U.N. rapporteur says government estimates are severely underestimating scope of conflict
More than 1,000 people may already have been killed in Myanmar, mostly minority Rohingya Muslims—more than twice the government’s total—a senior United Nations representative told AFP on Friday, urging Aung San Suu Kyi to speak out.
In the last two weeks alone 270,000 mostly Rohingya civilians have fled to Bangladesh, overwhelming refugee camps that were already bursting at the seams, the U.N. said. Others have died trying to flee the fighting in Rakhine state, where witnesses say entire villages have been burned since Rohingya militants launched a series of coordinated attacks on Aug. 25, prompting a military-led crackdown.
On the basis of witness testimonies and the pattern of previous outbreaks of violence, said Yanghee Lee, the U.N. special rapporteur on human rights in Myanmar, “perhaps about a thousand or more are already dead.”
“This might be from both sides but it would be heavily concentrated on the Rohingya population.”
The Rohingya have long been subjected to discrimination in mostly Buddhist Myanmar, which regards them as illegal immigrants from Bangladesh and denies them citizenship even if they have lived in the country for generations. Bangladesh has struggled to cope with the latest influx, which takes the number of Rohingya refugees in camps on its border with Myanmar to around 670,000. Of these, nearly 357,000—a third of Myanmar’s total Rohingya population—have left since October when the latest upsurge in violence began.
The U.N. said there was a sharp increase in arrivals on Wednesday, when at least 300 boats from Myanmar landed in Bangladesh. Scores of Rohingya have drowned trying to make the perilous sea journey in boats that the Bangladesh authorities say are woefully inadequate at this time of year, when the sea is rough. Many of the dead were children.
Lee, a South Korean academic, told AFP she feared “it’s going to be one of the worst disasters that the world and Myanmar has seen in recent years.” The figures she gave are far higher than official tolls, which total 432, including 15 security personnel and 30 civilians—seven Rohingyas, seven Hindus and 16 Rakhine Buddhists.
In an interview at Sungkyunkwan University in Seoul, where she is a professor in the department of child psychology and education, Lee said it was “highly possible” the government had “underestimated numbers.” She added: “The unfortunate thing, the serious thing is that we can’t verify that now with no access.”
Lee expressed skepticism about authorities’ claims that the Rohingya were burning their own houses, pointing out that nearby Buddhist villages were untouched—and it is the rainy season. “If you have got people with guns and you’re running away and it’s damp, how easily can you set your own house on fire?” she asked.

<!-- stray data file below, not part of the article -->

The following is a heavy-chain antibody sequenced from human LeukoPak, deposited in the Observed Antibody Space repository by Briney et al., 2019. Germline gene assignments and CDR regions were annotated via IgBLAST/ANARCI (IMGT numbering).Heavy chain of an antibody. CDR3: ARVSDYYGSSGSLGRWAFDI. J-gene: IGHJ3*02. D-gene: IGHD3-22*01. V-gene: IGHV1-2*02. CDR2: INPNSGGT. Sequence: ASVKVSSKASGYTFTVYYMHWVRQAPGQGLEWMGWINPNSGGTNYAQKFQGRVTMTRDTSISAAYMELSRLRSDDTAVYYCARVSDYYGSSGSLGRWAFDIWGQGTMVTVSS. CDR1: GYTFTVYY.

Myanmar’s Nobel Peace Prize winner Aung San Suu Kyi, who spent years under house arrest when Myanmar was a military dictatorship, is now the country’s de facto leader with the title of State Counselor. She has faced criticism for failing to condemn the violence, leaving her global reputation in tatters.
Earlier this week Suu Kyi, 72, condemned a “huge iceberg of misinformation” on the crisis, without mentioning the Rohingya flocking to Bangladesh. On Thursday she told Indian news agency ANI the situation in Rakhine was “one of the biggest challenges that we’ve had to face.”
“I think it is a little unreasonable to expect us to resolve everything in 18 months,” she added.
Rights groups, activists—including many who campaigned for her in the past—and her fellow Nobel laureates Malala Yousafzai and Archbishop Desmond Tutu have condemned her. In a letter Tutu told his “dearly beloved younger sister” that “the images we are seeing of the suffering of the Rohingya fill us with pain and dread.”
“It is incongruous for a symbol of righteousness to lead such a country; it is adding to our pain,” he added.
Lee pointed out that around 86 percent of Myanmar’s population is Buddhist. “What we forget is that she is a politician through and through. People expect her to have that big high moral voice but she’s a politician, and what’s the most important objective if you are a politician? Getting elected,” she said. “I think we need to delete our memories of the imprisoned democratic icon.”